Still, you have to believe Johnson will soon turn things around - provided he is truly healthy. If Johnson can regain better command, the results should follow.
Opposing hitters are batting an alarming .488 against him on balls in play, which is at least 200 points above the norm. If Johnson starts getting ahead in the count, he should be able to start retiring hitters with breaking stuff.
Injuries and durability will always be a concern, but he has a 3.05 lifetime ERA and has never endured a lengthy slump. As long as he stays healthy, there should be no reason to panic.
ARAMIS RAMIREZ, MILWAUKEE BREWERS
After the Brewers decided this past offseason they couldn't afford to re-sign free-agent slugger Prince Fielder, they inked ex-Chicago Cubs third baseman Aramis Ramirez to take his spot in the middle of the batting order.
Few sluggers have been more consistent than Ramirez. Nearly every full season he's played, Ramirez has delivered something close to 30 home runs and 100 RBIs with a decent batting average.
However, in Ramirez's first nine games with the Brew Crew, he has done little to make the fans forget Fielder. In his first 35 at-bats, he has just four hits (two doubles and two singles, for a .114 batting average), three walks, no home runs and five RBIs. Ramirez needs to pick things up dramatically if he is to provide lineup protection for Ryan Braun.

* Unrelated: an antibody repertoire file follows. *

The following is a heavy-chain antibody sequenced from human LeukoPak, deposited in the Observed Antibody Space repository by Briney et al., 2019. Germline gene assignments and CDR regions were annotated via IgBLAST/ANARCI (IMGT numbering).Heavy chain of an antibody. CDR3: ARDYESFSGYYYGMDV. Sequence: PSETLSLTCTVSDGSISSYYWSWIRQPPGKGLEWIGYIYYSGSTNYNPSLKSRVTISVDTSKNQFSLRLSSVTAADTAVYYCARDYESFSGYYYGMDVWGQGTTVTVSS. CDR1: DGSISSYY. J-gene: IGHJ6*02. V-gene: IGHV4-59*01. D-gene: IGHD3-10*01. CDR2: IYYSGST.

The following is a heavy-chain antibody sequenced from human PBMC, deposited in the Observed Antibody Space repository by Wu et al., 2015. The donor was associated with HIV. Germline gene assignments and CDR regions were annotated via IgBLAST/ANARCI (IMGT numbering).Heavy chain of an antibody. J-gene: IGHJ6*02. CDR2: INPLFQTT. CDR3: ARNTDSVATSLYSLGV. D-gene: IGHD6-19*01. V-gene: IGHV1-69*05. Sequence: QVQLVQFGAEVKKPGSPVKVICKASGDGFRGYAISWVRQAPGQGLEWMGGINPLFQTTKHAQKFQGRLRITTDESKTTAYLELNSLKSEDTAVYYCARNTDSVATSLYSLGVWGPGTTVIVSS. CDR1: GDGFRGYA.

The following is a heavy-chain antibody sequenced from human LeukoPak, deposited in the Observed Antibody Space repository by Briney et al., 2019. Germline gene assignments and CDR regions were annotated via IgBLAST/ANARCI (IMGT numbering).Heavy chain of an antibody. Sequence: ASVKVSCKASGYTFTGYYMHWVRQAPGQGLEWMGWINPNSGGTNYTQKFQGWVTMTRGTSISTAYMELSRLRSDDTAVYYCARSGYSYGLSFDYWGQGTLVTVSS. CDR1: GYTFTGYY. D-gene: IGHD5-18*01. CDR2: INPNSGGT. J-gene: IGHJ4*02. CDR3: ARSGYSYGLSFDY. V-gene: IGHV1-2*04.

For three reasons, it's too early for Brewers fans to panic. First, Ramirez is a notoriously slow starter. His April struggles are hardly unusual, and he's always found a way to bounce back. Second, he has struck out just eight times in his first 38 plate appearances. That's not a wonderful percentage, but it's not too bad for someone in such a slump. It means his low batting average can be partially attributed to bad luck.
Third, as poorly as Ramirez has hit, he still has a respectable five RBIs in nine games. He may have begun the declining phase of his career, but Ramirez should still be good for 90 RBIs if he stays healthy.
HEATH BELL, MIAMI MARLINS
The Marlins made a big free-agent splash during the offseason, adding shortstop Jose Reyes and starting pitcher Mark Buerhle in addition to Bell, who converted 132 saves in the last three seasons with the San Diego Padres.
Bell has yet to put out a fire for the Marlins. In fact, he's been something of an arsonist. With an 0-2 record, Bell has blown both of his save chances and allowed eight hits, three walks and six runs (four earned, for a 12.00 ERA) in four appearances totaling three innings.
OK, we'll answer this one quickly: It's still too early to panic. Three innings don't provide a large enough sample, and his meltdown Saturday against the Houston Astros was made much worse by shoddy Miami fielding.
Bell bears monitoring, however. His velocity was down a bit last season and his strikeout rate decreased as a result. In 2010, he fanned 86 batters in 70 innings. Last year, he punched out just 51 in 62 2/3 frames.
Miami will keep trotting Bell out there, since he's owed $27 million over the next three seasons. Chances are he'll revert nearer to form with a consistent workload when the Marlins start to generate more frequent save chances. We probably won't see the 2010 Bell again, but he's still in a great pitchers' park and ought to be able to post something like 35 saves in 42 or 43 chances - not truly elite, but decent enough.
Jeff Saukaitis is a former Sports Network writer/editor who has been a professional sportswriter since 1985.